But Anthony Grandinette, Ms. Sumasar’s former lawyer, said law enforcement was negligent.
“Why would a tiny woman with no criminal record, who worked 10 years on Wall Street, randomly hold up people at gunpoint at night dressed as a policewoman?” Mr. Grandinette asked.
Ms. Sumasar, the daughter of an Indian taxi company owner from the South American nation of Guyana, was the embodiment of immigrant success.
When Mr. Ramrattan, dressed in a suit and tie, first entered her restaurant in 2006 and introduced himself as a police detective, Ms. Sumasar, a single mother, recalled being impressed.
The two began dating, and Mr. Ramrattan eventually moved into Ms. Sumasar’s house. At first, he seemed attentive, but she grew suspicious of him. He lied constantly, she said.
“I said to Jerry, ‘You tell so many lies, I think you actually believe what you are saying,’ ” Ms. Sumasar said.
Throughout 2008, she said she begged him to leave but he refused.
After Ms. Sumasar said she was attacked, on March 8, 2009, she pressed rape charges against Mr. Ramrattan, who was arrested and released on bail. Soon after, Mr. Ramrattan sent friends to intimidate her, prosecutors said.
They said that when she would not back down, he vowed to put her away.
The key to his scheme, prosecutors said, was to spread fake clues over time, fooling police into believing that all the evidence pointed to Ms. Sumasar.
They said he coached the supposed victims, driving them past Ms. Sumasar’s house so that they could describe her Jeep Grand Cherokee and showing them her photo so they could pick her out of a police lineup.
The setup began in September 2009, prosecutors said. An illegal immigrant from Trinidad told the police that he had been handcuffed and robbed of $700 by an Indian woman who was disguised as a police officer and had a gun, according to court documents.
Prosecutors said Mr. Ramrattan had persuaded the immigrant to lie, telling him that he could receive a special visa for victims of violent crimes.
Six months later, another man said he had been robbed in Nassau County by two police impersonators and described the main aggressor as an Indian woman about Ms. Sumasar’s height. The man said he had managed to take down the first three letters of the Jeep Grand Cherokee’s New York license plate — AJD.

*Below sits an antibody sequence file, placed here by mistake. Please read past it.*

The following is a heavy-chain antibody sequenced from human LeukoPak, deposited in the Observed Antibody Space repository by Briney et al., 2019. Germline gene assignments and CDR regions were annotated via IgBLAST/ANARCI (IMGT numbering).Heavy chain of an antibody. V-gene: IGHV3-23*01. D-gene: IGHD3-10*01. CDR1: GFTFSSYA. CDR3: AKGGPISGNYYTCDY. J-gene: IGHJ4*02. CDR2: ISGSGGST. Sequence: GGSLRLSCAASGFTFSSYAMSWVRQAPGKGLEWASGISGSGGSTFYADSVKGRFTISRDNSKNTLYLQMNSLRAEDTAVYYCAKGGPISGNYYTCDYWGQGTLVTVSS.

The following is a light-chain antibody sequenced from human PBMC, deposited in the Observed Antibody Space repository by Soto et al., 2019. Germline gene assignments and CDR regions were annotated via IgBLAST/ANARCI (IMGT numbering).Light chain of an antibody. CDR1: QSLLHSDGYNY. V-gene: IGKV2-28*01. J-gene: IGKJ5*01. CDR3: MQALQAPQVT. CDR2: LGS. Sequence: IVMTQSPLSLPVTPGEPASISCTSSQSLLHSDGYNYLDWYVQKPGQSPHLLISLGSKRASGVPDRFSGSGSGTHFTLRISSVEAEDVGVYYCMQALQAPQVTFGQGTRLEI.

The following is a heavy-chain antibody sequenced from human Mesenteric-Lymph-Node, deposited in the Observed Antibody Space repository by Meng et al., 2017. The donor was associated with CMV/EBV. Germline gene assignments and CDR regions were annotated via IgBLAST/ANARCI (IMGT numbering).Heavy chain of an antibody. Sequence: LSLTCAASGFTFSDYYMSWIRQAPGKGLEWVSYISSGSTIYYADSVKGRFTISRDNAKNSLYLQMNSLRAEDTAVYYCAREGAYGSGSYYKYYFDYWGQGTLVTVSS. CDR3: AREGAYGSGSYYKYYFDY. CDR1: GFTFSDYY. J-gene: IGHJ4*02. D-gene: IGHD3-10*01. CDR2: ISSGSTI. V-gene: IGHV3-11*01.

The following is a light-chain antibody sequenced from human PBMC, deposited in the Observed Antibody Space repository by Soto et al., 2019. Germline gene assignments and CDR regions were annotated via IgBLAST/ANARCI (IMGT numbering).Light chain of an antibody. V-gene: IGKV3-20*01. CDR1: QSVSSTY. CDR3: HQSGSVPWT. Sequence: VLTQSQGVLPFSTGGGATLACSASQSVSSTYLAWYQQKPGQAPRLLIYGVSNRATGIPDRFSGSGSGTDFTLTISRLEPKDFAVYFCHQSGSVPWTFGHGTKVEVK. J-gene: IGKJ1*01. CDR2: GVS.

All the while, Ms. Sumasar had a strong alibi, including cell phone records showing that calls were made from her phone at a casino in Connecticut on the day of the robbery.
But Sheryl Anania, executive assistant district attorney in Nassau County, said Ms. Sumasar’s business was foundering, so she appeared to have a motive.
The final fake crime was conjured in May 2010, officials said, when an acquaintance of Mr. Ramrattan said she had been held up by a couple posing as police officers. She said they were driving a Grand Cherokee, but she gave a full Florida license plate number.
She said she heard the pair call each other by name — “Seem” and “Elvis.” Elvis was the nickname of another former boyfriend of Ms. Sumasar, who owned the Jeep.
When the police looked into the Florida plate number, they found that the day after the purported March robbery, the title and the plate for the Cherokee had been transferred from Elvis to Ms. Sumasar’s sister in Florida.
Ms. Sumasar, who holds a Florida driver’s license, had driven the car to Florida to register it. To the police, she seemed to be covering her tracks.
With all the evidence pointing to Ms. Sumasar, the police arrested her. Bail was set at $1 million.
Prosecutors said the scheme unraveled in December 2010 — just weeks before Ms. Sumasar was to go on trial — when an informer told the police that Mr. Ramrattan had staged the plot. The informer gave detectives a number for a cellphone owned by Mr. Ramrattan.
When they checked phone records, they discovered multiple calls to the false witnesses, who confessed to the police. They were charged with perjury.
Today, Ms. Sumasar is trying to rebuild her life.
She checks the Rikers Web site frequently to make sure Mr. Ramrattan has not been released or escaped. She once paid for purchases with cash but now uses only credit cards, so there is a paper trail attesting to her whereabouts.
“From the beginning I was presumed guilty — not innocent,” she said. “I felt like I never had a chance.”
“I can never have faith in justice in this country again.”